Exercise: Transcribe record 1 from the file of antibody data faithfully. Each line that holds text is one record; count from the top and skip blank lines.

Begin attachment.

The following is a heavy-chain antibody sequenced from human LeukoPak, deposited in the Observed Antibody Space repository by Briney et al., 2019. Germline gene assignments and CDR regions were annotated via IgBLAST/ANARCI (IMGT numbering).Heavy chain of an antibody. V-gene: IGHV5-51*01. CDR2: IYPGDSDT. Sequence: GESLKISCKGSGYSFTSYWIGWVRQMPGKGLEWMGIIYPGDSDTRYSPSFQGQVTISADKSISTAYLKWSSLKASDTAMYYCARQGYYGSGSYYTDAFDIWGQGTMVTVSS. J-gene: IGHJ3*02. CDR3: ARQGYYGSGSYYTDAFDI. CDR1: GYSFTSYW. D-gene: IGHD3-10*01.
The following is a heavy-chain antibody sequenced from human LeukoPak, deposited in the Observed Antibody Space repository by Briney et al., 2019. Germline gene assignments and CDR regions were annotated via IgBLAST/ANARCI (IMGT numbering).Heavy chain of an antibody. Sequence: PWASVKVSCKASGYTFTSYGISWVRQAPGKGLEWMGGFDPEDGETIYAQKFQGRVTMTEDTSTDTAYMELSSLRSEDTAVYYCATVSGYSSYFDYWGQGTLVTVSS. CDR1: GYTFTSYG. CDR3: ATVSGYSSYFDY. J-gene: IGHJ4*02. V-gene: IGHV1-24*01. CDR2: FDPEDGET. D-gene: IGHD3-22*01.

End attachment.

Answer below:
The following is a heavy-chain antibody sequenced from human LeukoPak, deposited in the Observed Antibody Space repository by Briney et al., 2019. Germline gene assignments and CDR regions were annotated via IgBLAST/ANARCI (IMGT numbering).Heavy chain of an antibody. V-gene: IGHV5-51*01. CDR2: IYPGDSDT. Sequence: GESLKISCKGSGYSFTSYWIGWVRQMPGKGLEWMGIIYPGDSDTRYSPSFQGQVTISADKSISTAYLKWSSLKASDTAMYYCARQGYYGSGSYYTDAFDIWGQGTMVTVSS. J-gene: IGHJ3*02. CDR3: ARQGYYGSGSYYTDAFDI. CDR1: GYSFTSYW. D-gene: IGHD3-10*01.